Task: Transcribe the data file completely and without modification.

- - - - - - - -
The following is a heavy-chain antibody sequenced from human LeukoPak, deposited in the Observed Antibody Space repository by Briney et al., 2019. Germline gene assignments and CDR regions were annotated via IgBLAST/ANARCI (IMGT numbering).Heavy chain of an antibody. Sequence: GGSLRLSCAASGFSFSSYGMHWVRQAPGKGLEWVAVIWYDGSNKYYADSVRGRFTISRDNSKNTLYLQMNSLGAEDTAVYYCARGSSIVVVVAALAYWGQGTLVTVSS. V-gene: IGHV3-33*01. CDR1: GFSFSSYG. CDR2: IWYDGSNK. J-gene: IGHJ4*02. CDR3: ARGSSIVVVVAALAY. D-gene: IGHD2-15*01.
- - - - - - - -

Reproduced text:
The following is a heavy-chain antibody sequenced from human LeukoPak, deposited in the Observed Antibody Space repository by Briney et al., 2019. Germline gene assignments and CDR regions were annotated via IgBLAST/ANARCI (IMGT numbering).Heavy chain of an antibody. Sequence: GGSLRLSCAASGFSFSSYGMHWVRQAPGKGLEWVAVIWYDGSNKYYADSVRGRFTISRDNSKNTLYLQMNSLGAEDTAVYYCARGSSIVVVVAALAYWGQGTLVTVSS. V-gene: IGHV3-33*01. CDR1: GFSFSSYG. CDR2: IWYDGSNK. J-gene: IGHJ4*02. CDR3: ARGSSIVVVVAALAY. D-gene: IGHD2-15*01.